One of my favorite websites is the mindful eye.  Craig Tanner, who heads up The Mindful Eye, has been an important influence on my work. I’ve taken two 6-day workshops with him, and have just signed up for another one, in Santa Fe, in May of 2011.

Craig has some terrific advice on shooting portraits of people. I do some of this already and it is amazing the expressions you get when you ask people to share something about who they are and what’s important to them.


One of the biggest challenges for many photographers who are trying to improve their skills of photographing people is what to say and how to direct the portrait subject. If you are working on non-formal, non-posed portraits where you would like the portrait subject to quit observing themselves being photographed and to have body language and gestures that appear natural and are potentially exciting in gesture and expression then I highly recommend engaging your portrait subject with emotionally charged questions. These questions are anchors into powerful emotional states for your portrait subject. This requires practice because you will be carrying on a conversation while you are shooting. Two of my all time favorite emotionally evocative questions for portrait subjects are:
1) Who would you die for?
2) Specifically…. what is your favorite place in the world?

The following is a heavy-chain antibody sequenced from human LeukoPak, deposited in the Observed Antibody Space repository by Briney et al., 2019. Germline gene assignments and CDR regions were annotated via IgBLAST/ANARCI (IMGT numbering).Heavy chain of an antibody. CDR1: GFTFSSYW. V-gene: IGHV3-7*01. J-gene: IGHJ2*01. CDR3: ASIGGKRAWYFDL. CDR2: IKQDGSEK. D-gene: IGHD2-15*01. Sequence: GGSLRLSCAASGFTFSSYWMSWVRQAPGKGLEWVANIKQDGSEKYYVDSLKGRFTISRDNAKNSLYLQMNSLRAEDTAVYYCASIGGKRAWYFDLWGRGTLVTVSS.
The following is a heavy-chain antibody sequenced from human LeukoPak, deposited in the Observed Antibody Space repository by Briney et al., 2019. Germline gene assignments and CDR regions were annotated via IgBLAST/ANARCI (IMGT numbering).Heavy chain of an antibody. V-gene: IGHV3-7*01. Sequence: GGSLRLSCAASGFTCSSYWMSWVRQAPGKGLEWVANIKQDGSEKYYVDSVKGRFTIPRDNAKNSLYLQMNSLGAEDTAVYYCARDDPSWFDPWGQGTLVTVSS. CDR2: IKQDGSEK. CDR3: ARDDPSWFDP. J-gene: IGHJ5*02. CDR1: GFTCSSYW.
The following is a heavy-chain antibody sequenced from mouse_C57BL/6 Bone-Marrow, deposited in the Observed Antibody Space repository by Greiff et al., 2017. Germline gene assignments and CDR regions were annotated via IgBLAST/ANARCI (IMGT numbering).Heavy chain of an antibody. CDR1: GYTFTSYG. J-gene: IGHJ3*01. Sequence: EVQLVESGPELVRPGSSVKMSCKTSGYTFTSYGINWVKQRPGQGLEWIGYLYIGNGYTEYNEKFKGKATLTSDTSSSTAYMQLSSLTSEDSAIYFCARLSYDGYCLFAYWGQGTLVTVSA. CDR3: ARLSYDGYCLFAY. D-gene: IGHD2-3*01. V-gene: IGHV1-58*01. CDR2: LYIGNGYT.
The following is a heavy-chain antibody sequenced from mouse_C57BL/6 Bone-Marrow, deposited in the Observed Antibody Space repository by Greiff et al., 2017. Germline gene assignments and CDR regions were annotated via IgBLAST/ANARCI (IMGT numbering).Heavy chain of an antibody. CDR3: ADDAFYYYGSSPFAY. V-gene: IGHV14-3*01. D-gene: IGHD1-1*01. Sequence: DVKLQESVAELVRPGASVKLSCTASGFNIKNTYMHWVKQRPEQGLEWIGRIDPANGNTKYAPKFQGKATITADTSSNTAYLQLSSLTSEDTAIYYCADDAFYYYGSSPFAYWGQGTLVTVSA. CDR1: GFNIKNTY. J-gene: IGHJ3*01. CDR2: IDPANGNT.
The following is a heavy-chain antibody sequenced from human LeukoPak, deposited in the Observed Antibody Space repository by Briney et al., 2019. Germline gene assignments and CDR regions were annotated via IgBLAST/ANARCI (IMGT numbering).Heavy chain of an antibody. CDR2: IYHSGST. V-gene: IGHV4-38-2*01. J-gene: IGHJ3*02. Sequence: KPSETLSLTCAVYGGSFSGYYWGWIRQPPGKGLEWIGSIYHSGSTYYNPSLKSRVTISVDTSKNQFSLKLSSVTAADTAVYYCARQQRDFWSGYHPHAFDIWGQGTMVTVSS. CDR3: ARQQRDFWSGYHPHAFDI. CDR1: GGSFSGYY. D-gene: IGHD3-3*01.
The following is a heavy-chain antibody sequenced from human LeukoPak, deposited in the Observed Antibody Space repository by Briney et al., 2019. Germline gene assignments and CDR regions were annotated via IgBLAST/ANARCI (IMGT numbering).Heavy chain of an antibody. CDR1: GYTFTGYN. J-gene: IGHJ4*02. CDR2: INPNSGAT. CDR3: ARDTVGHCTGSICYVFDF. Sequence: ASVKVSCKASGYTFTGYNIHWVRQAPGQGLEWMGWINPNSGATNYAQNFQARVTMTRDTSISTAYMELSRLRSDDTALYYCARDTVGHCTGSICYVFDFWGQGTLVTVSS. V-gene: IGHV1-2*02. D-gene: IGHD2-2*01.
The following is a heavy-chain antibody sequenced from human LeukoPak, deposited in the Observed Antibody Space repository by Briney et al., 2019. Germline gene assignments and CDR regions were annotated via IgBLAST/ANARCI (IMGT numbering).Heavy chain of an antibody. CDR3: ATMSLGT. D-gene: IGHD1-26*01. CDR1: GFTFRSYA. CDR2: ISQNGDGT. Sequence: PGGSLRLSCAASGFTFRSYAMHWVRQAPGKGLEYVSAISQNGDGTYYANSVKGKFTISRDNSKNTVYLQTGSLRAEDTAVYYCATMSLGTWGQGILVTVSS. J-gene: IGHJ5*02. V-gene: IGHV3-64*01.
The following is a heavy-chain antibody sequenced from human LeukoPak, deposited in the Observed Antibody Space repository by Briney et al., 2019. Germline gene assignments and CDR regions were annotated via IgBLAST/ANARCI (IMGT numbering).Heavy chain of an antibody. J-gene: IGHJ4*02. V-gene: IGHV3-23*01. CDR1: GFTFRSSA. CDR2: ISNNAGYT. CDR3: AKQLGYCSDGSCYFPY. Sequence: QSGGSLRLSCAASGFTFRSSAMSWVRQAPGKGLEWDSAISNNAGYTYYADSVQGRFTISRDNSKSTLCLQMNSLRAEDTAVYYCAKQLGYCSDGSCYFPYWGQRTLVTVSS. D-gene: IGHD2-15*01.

Many times you will immediately get a powerful response from the portrait subject. Be prepared to shoot as they answer. The great thing about these questions is that the answers often give you a great opportunity to follow up with more questions that put your portrait subject into the mode of emotional storyteller – which is a state of being that often leads to a highly expressive portrait subject.

Glamour Headshot

OK, in the last post, I said I’d get away from headshots for a while, but I wanted to post this image from a shoot this week with Tori. There are some other images of Tori from an earlier shoot here.

Before you read any further, have a close look at the image and think about whether you like it or not, and why.

I like the shot for lots of reasons. Some of these things are planned and some just happen – the things that “just happen” are not luck, I’ve come to believe, but something more like synchronicity.  Here’s why I like the shot –

  • the barest hint of a smile
  • the hint of dimples
  • the tilt of her of her head and body – somewhat reminiscent of a 1940’s Hollywood publicity shot